South Dakota’s legislature has impeached Attorney General Jason Ravnsborg, convicting him of committing a crime that caused someone’s death and of malfeasance. The impeachment stemmed from a September 2020 incident in which Ravnsborg’s car struck Joseph Boever on a dark road.
Ravnsborg said in his 911 call that he thought he had struck a deer. But his actions following the call left little doubt that he knew that was a lie, and he knew he had hit a human being.
The AG was charged with two traffic misdemeanors. He was fined $500 for each citation, but the state Senate convicted him after an impeachment trial pushed by Gov. Kristie Noem.
Noem was a bitter rival of Ravnsborg, a rising star in South Dakota Republican politics. The attorney general had investigated Noem following her suggestion that he take a leave of absence after the accident.
After Ravnsborg was quietly pressured to take a “leave of absence” by Noem’s chief of staff three days after the crash and later faced public calls from the governor for his resignation, he showed an increasing willingness to disrupt the political establishment by taking up investigations into the governor and those aligned with her.
In an April letter sent to House lawmakers on the eve of the impeachment vote, Ravnsborg said he would not resign in part because his office “has multiple ongoing investigations into the Governor’s alleged activities and people associated with her.”
One of those investigations involves Noem’s pressure on a state agency that denied her daughter a real estate appraiser’s license. There were charges of campaign finance violations, including her use of the state plane to get to political events.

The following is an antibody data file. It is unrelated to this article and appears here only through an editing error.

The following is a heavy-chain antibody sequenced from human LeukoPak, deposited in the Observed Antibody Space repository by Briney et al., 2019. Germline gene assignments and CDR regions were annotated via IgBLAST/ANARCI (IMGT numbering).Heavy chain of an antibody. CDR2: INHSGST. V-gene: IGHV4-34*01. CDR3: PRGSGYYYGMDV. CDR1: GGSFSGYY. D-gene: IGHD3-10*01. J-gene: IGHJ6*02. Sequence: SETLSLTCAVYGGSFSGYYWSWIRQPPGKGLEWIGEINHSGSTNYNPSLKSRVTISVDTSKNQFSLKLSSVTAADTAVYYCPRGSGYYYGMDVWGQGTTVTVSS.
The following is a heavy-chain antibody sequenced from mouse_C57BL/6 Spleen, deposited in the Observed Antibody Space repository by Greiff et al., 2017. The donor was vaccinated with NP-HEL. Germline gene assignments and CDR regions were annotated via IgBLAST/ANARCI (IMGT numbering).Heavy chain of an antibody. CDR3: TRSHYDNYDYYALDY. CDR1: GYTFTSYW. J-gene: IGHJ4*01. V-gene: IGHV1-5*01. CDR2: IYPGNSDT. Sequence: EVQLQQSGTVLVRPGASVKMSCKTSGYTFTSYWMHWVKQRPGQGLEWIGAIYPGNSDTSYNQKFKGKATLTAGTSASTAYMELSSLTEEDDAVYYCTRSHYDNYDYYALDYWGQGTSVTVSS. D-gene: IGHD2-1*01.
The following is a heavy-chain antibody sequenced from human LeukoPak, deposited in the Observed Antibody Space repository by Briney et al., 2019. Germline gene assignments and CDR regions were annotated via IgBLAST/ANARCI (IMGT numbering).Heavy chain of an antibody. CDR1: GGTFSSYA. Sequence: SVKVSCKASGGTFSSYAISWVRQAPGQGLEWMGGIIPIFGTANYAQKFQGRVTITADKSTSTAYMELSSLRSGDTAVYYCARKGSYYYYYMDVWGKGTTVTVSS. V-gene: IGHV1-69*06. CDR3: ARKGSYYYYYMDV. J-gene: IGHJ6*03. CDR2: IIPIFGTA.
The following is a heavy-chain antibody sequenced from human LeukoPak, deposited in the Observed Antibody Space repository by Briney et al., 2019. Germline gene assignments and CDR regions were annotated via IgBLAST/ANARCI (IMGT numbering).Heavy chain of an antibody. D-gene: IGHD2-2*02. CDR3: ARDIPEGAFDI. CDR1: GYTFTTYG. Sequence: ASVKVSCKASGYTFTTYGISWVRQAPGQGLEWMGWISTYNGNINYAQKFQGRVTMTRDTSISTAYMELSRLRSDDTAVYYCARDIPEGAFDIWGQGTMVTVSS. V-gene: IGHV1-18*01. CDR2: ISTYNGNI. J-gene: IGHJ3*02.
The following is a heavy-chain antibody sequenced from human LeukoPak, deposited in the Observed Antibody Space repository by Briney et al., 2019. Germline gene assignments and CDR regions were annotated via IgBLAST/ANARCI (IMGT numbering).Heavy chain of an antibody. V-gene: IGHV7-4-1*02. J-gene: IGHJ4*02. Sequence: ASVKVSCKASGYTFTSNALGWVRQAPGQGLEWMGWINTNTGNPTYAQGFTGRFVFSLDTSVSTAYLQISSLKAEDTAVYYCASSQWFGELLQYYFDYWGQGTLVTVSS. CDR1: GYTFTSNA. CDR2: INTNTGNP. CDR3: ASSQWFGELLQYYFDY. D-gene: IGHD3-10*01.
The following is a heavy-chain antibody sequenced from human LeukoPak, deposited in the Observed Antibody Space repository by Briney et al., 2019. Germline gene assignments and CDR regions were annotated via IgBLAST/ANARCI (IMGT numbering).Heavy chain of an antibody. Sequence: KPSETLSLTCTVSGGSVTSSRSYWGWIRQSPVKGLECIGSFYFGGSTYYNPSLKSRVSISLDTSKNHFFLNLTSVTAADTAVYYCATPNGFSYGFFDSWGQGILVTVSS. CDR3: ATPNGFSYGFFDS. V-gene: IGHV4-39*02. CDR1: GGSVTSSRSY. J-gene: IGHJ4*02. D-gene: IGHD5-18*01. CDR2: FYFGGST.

But it’s not likely the new attorney general — expected to be an ally of Noem — will pursue any charges.
Noem’s name has become more prominently mentioned in the GOP conversation for 2024. She has a lot going for her as a woman, a prominent midwestern governor, a politician who’s right on the issues, and a telegenic personality, if not an inspiring speaker.
A star of the coronavirus pandemic, Noem had become an unexpected Republican sensation in 2020 and into last year, at the height of partisan warring over the pandemic. As she theatrically defied mask and vaccine mandates and cast South Dakota as a “beacon of hope” for the skeptical and recalcitrant, she became a staple on Fox. CNN branded her “the female Trump,” while Trump himself encouraged Noem to primary her state’s “RINO” senior senator, John Thune (an invitation Noem declined). GOP state and county party chairs in early presidential nominating states began inviting Noem to speak at their events, and her stock rose among the Conservative Political Action Conference set. Last summer, she earned a personal takedown in the impeccably parlor-liberal pages of Vanity Fair — a badge of honor for any Republican.
But she has no natural base, and her small state makes it difficult to launch a national campaign. Noem would need a boost from a high-profile Republican — perhaps Trump himself — to be taken seriously.
For now, Noem can content herself with being on top of South Dakota’s political heap. She’s expected to cruise to a second term this November.
After that, the sky’s the limit.